The day after the child has done the homework, the pupil says two things that are good about the work, and the parent says two things that are good. In addition to this the pupil and parent each have to mention two things that need to improve, for example. make your small letter small, your tall letter tall.. This irons out a lot of things that need to happen, there will be far fewer mistakes, which is always very wonderful.
But what if I don't feel confident that I can do my child's homework?
"It's not the parents' job to do the homework," says Noel. "Recognise that the purpose of the parent in homework is not to re-teach. If you do that children come to rely on it.
"What is really happening is that the parent is doing the child's homework for them. It is the child's job to rack their brains to remember what they've been taught. You could be illiterate and give your child the help.
"The purpose of parental involvement is to get the child into good habits. Instead of explaining, the parent should say, 'Take a sensible guess and put down what you think the answer is.'
"A child would much rather be told what the right answer is, but that's not helpful.
"When a child makes a mistake, rather than correcting them, you point out why they made the mistake.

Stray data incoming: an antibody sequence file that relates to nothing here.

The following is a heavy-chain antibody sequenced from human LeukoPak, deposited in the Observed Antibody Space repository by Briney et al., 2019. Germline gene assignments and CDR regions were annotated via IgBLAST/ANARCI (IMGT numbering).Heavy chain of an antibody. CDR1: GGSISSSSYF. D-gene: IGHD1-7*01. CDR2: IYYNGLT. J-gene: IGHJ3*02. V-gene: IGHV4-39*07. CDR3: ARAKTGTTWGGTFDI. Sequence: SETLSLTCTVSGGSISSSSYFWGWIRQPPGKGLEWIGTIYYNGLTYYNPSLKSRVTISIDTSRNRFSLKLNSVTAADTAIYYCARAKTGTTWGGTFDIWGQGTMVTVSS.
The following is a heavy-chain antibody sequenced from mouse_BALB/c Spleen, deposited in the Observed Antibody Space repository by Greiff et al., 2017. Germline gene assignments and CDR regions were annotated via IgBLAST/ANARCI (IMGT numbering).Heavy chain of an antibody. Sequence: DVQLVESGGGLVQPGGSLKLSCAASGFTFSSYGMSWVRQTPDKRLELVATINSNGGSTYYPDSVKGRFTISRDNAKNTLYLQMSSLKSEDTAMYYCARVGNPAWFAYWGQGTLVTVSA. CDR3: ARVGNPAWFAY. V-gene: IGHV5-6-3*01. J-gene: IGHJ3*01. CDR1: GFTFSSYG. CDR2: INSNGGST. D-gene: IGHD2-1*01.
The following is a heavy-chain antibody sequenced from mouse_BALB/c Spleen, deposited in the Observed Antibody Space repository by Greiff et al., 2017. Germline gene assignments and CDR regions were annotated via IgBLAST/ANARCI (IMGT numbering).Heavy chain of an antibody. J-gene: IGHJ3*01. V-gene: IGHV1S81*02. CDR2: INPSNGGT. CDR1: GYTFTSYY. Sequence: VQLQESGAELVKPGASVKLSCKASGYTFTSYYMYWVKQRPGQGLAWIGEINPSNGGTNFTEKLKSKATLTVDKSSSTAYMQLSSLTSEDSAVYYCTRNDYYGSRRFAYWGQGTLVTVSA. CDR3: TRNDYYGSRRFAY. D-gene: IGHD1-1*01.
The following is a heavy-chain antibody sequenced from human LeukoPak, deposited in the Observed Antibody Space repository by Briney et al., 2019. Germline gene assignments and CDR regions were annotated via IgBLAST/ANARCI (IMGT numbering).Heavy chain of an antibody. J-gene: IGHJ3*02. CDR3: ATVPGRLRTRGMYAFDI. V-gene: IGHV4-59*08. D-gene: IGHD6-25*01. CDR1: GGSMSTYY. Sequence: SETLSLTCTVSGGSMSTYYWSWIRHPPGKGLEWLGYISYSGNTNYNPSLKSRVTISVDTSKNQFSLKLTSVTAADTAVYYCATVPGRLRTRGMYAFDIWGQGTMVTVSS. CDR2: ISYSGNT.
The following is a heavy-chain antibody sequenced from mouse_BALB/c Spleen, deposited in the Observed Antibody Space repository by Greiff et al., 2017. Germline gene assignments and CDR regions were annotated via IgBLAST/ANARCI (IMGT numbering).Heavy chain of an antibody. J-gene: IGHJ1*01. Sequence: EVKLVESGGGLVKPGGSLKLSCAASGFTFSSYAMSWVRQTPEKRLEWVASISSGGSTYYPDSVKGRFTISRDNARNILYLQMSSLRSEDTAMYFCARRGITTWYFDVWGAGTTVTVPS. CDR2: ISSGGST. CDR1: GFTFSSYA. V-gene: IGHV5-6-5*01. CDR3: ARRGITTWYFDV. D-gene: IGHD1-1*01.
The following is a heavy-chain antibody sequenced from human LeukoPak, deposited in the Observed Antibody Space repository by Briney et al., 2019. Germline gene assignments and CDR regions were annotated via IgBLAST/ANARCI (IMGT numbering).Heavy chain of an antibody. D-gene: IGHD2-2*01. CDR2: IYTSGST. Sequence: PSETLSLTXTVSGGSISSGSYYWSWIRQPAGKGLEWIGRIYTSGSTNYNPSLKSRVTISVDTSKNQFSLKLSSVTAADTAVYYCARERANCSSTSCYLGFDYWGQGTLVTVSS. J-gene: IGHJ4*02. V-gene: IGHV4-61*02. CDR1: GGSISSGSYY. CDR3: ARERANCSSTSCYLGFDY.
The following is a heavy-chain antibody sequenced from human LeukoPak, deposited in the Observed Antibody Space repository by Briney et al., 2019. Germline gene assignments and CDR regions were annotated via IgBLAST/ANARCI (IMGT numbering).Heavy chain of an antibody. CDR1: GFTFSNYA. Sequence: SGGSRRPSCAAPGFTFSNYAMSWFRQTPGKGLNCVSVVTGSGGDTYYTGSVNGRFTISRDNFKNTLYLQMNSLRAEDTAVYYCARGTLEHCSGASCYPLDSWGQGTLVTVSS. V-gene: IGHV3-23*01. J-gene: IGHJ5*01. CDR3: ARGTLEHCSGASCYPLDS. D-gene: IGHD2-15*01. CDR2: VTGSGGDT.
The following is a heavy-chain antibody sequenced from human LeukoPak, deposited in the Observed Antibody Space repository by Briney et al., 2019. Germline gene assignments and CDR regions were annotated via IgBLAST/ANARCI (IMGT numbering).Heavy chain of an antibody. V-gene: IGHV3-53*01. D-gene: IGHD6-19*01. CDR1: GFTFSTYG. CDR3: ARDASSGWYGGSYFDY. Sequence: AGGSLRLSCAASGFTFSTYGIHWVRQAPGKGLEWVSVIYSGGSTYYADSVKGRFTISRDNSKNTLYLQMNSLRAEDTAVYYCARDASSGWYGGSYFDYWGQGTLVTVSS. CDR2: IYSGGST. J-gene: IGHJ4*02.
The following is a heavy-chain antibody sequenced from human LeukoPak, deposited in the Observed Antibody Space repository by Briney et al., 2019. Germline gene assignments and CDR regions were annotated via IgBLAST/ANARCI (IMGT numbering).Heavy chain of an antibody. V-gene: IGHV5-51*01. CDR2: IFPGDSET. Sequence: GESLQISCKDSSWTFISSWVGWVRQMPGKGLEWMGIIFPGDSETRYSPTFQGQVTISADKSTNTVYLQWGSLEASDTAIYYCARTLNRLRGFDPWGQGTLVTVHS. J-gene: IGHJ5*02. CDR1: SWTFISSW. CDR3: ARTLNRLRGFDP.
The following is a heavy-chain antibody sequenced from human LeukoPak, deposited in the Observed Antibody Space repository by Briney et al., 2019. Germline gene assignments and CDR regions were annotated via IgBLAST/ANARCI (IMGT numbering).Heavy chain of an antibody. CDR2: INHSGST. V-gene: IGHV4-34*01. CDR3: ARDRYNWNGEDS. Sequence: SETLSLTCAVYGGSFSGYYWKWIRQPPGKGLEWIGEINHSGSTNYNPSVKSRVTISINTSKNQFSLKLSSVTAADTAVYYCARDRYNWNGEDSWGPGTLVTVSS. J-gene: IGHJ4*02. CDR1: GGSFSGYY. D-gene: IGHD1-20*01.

It's about teaching the child how to think for themselves. Whereas what we call helping is actually doing the teachers' job and rescuing the child. The child comes to rely on it, can't bear the thought of being wrong.
Can it work? Noël certainly has the credentials to back up her theories.
She said: "I've been teaching parents and teachers for 35 years, and I've been teaching children for 40 years. My approach to everything is solution-focused. Instead of thinking, 'This is the way kids are, or this is the way teachers are, or this is the way schools are, or the way families are,' I'm always thinking, 'How can we do something different to get a different result?'"
Noël's methods are 'common sense, highly specific and absolutely solution focused'. Parents always tell her that their biggest frustration is having to repeat instructions numerous times before their children cooperate.
But Noël's methods give parents a step by step approach to solve this problem, using techniques that make children want to cooperate without complaint and without having to be reminded.
"People always talk about teenagers succumbing to peer pressure, but I think that there's far more peer pressure on most adults," she said, explaining our desire to give our children 'everything'.
"What children get instead through 'Calmer, Easier, Happier Parenting' is a world of predictable routines, clear rules and loads of descriptive praise that catches them doing the right thing and inspires them to think of themselves as considerate and capable people."